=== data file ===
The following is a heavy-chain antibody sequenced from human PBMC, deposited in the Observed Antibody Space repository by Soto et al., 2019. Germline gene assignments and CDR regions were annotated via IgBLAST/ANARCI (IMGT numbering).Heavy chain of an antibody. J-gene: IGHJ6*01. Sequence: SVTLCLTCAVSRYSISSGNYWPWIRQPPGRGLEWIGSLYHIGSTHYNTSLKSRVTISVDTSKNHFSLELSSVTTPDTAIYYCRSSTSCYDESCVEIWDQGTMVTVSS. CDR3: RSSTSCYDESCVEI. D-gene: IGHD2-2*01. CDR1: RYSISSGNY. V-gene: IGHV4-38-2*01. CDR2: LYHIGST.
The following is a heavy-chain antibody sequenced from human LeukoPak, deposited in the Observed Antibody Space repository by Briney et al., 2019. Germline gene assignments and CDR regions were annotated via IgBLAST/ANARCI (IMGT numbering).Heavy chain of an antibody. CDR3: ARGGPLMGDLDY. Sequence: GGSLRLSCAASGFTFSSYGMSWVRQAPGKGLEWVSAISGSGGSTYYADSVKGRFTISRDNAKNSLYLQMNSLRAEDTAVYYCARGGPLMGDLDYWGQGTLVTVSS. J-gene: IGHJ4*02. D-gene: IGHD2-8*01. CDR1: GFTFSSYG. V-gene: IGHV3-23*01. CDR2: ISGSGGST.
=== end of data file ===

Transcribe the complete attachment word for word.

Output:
The following is a heavy-chain antibody sequenced from human PBMC, deposited in the Observed Antibody Space repository by Soto et al., 2019. Germline gene assignments and CDR regions were annotated via IgBLAST/ANARCI (IMGT numbering).Heavy chain of an antibody. J-gene: IGHJ6*01. Sequence: SVTLCLTCAVSRYSISSGNYWPWIRQPPGRGLEWIGSLYHIGSTHYNTSLKSRVTISVDTSKNHFSLELSSVTTPDTAIYYCRSSTSCYDESCVEIWDQGTMVTVSS. CDR3: RSSTSCYDESCVEI. D-gene: IGHD2-2*01. CDR1: RYSISSGNY. V-gene: IGHV4-38-2*01. CDR2: LYHIGST.
The following is a heavy-chain antibody sequenced from human LeukoPak, deposited in the Observed Antibody Space repository by Briney et al., 2019. Germline gene assignments and CDR regions were annotated via IgBLAST/ANARCI (IMGT numbering).Heavy chain of an antibody. CDR3: ARGGPLMGDLDY. Sequence: GGSLRLSCAASGFTFSSYGMSWVRQAPGKGLEWVSAISGSGGSTYYADSVKGRFTISRDNAKNSLYLQMNSLRAEDTAVYYCARGGPLMGDLDYWGQGTLVTVSS. J-gene: IGHJ4*02. D-gene: IGHD2-8*01. CDR1: GFTFSSYG. V-gene: IGHV3-23*01. CDR2: ISGSGGST.